Addressing Food Waste and Food Security Through the Diversion of Avoidable Food Waste on Dalhousie’s Studley Campus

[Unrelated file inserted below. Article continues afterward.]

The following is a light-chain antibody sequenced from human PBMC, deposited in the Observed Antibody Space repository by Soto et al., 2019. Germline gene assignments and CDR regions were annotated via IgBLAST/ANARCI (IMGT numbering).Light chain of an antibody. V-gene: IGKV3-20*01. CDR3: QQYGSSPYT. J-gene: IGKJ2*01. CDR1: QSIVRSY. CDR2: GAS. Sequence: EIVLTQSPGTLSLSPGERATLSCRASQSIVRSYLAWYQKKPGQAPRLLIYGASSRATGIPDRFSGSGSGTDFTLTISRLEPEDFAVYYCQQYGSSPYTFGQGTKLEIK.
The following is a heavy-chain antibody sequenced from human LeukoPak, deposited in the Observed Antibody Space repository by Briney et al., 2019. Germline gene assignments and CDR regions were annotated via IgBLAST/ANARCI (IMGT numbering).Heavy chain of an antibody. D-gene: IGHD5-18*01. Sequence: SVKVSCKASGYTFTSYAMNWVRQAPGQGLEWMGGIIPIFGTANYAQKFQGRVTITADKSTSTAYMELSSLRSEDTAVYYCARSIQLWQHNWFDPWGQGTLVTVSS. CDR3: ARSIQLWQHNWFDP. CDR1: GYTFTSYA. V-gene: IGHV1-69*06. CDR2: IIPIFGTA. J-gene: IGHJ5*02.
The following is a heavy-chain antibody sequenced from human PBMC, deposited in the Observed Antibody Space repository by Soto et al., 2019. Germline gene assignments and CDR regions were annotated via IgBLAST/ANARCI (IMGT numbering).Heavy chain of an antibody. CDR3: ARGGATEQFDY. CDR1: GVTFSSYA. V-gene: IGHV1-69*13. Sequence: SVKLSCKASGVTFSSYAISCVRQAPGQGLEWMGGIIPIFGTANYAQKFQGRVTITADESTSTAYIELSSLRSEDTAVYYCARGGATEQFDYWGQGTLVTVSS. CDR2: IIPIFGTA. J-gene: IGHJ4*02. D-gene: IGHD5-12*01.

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The main objective of this research project was to find out whether a food diversion program would be feasible on Dalhousie University’s Studley campus. Such a program would redistribute uneaten food to Dalhousie’s student population rather than entering the waste stream. Qualitative research methods were used in this research project such as interviews and an online survey. We interviewed potential stakeholders in the Dalhousie Student Union Building (SUB), to find out whether they were willing and legally able to participate in an oncampus food diversion program. We also surveyed Dalhousie students in order to gauge their knowledge and interest in an on-campus food diversion program. After analyzing results from the interviews and surveys, we discovered that the main barriers are health and food safety concerns, policy issues, and stakeholder willingness to participate. Potential opportunities include a community fridge, an existing steady supply of reclaimable food, and support from the student community. We would recommend that future research be done in order to determine implementation costs and the current need for this program, as these fall beyond the scope of our research. Our results indicate that while there are barriers to overcome, there are also significant opportunities that would make the implementation of a food diversion program feasible.